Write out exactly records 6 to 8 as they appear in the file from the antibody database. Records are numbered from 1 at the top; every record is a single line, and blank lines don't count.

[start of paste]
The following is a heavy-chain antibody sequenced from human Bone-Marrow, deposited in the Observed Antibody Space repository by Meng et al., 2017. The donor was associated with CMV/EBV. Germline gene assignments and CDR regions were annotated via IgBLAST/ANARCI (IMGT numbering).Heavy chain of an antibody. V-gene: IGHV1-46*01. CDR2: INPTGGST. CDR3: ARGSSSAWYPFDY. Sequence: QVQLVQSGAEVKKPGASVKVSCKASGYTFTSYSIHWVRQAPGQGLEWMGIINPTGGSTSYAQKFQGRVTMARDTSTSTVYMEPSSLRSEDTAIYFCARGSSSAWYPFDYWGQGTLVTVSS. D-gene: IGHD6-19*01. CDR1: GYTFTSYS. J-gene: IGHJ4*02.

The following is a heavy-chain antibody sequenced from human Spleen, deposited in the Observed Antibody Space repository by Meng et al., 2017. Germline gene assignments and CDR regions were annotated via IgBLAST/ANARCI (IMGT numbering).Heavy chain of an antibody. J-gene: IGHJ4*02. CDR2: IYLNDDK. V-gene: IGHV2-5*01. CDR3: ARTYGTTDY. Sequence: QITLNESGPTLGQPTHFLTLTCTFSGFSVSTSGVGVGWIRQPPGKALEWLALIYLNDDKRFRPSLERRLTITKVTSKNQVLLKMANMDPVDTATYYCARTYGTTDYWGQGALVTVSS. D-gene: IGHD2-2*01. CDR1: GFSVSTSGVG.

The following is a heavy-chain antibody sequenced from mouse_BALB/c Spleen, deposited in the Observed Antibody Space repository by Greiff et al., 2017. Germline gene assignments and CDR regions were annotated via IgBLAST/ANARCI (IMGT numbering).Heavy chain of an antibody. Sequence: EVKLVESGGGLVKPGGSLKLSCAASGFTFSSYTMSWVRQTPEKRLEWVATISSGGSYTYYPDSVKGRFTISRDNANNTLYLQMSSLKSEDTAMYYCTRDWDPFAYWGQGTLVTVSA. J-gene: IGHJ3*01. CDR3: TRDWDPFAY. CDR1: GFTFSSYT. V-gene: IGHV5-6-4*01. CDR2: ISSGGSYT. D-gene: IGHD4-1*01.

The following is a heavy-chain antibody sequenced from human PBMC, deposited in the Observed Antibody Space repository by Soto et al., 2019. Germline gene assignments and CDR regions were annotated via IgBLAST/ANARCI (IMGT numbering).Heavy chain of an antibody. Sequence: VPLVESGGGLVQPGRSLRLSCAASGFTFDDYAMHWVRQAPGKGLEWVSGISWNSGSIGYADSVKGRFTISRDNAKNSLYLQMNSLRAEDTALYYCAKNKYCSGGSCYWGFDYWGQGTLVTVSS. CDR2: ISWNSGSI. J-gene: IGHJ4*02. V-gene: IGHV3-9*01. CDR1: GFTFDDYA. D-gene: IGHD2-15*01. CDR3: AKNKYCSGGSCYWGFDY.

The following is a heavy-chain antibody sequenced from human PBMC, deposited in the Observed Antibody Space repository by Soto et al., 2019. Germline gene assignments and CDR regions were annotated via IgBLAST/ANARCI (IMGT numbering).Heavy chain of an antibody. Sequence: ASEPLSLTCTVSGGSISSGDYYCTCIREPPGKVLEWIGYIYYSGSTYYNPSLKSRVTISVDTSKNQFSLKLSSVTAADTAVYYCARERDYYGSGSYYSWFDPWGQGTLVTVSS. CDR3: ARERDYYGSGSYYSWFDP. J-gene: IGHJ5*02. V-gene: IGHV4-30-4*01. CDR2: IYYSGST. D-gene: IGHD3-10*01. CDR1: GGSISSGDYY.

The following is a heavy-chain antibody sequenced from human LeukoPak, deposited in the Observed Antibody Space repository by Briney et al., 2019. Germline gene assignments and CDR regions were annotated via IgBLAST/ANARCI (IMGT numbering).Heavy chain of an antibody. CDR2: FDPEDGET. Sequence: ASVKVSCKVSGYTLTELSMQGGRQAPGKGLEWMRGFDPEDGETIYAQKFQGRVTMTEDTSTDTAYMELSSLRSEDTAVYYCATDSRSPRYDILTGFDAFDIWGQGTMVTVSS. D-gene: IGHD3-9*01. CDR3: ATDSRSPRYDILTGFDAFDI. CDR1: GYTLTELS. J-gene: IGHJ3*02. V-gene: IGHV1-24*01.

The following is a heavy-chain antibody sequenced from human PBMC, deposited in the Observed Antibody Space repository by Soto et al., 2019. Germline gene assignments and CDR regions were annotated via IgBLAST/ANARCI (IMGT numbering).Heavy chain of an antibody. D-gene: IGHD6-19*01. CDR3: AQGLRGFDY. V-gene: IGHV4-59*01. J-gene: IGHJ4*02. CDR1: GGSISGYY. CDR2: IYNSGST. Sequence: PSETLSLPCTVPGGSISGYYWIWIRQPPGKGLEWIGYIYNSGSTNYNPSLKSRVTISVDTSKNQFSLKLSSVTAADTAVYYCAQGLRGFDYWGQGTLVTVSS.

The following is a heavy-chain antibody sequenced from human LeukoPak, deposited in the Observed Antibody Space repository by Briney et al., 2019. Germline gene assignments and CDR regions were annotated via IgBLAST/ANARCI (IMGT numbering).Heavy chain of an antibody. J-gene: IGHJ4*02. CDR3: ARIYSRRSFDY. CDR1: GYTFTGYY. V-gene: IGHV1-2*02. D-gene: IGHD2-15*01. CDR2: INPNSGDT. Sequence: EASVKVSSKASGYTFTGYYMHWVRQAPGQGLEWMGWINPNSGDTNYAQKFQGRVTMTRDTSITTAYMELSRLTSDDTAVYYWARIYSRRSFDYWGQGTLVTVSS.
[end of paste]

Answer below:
The following is a heavy-chain antibody sequenced from human LeukoPak, deposited in the Observed Antibody Space repository by Briney et al., 2019. Germline gene assignments and CDR regions were annotated via IgBLAST/ANARCI (IMGT numbering).Heavy chain of an antibody. CDR2: FDPEDGET. Sequence: ASVKVSCKVSGYTLTELSMQGGRQAPGKGLEWMRGFDPEDGETIYAQKFQGRVTMTEDTSTDTAYMELSSLRSEDTAVYYCATDSRSPRYDILTGFDAFDIWGQGTMVTVSS. D-gene: IGHD3-9*01. CDR3: ATDSRSPRYDILTGFDAFDI. CDR1: GYTLTELS. J-gene: IGHJ3*02. V-gene: IGHV1-24*01.

The following is a heavy-chain antibody sequenced from human PBMC, deposited in the Observed Antibody Space repository by Soto et al., 2019. Germline gene assignments and CDR regions were annotated via IgBLAST/ANARCI (IMGT numbering).Heavy chain of an antibody. D-gene: IGHD6-19*01. CDR3: AQGLRGFDY. V-gene: IGHV4-59*01. J-gene: IGHJ4*02. CDR1: GGSISGYY. CDR2: IYNSGST. Sequence: PSETLSLPCTVPGGSISGYYWIWIRQPPGKGLEWIGYIYNSGSTNYNPSLKSRVTISVDTSKNQFSLKLSSVTAADTAVYYCAQGLRGFDYWGQGTLVTVSS.

The following is a heavy-chain antibody sequenced from human LeukoPak, deposited in the Observed Antibody Space repository by Briney et al., 2019. Germline gene assignments and CDR regions were annotated via IgBLAST/ANARCI (IMGT numbering).Heavy chain of an antibody. J-gene: IGHJ4*02. CDR3: ARIYSRRSFDY. CDR1: GYTFTGYY. V-gene: IGHV1-2*02. D-gene: IGHD2-15*01. CDR2: INPNSGDT. Sequence: EASVKVSSKASGYTFTGYYMHWVRQAPGQGLEWMGWINPNSGDTNYAQKFQGRVTMTRDTSITTAYMELSRLTSDDTAVYYWARIYSRRSFDYWGQGTLVTVSS.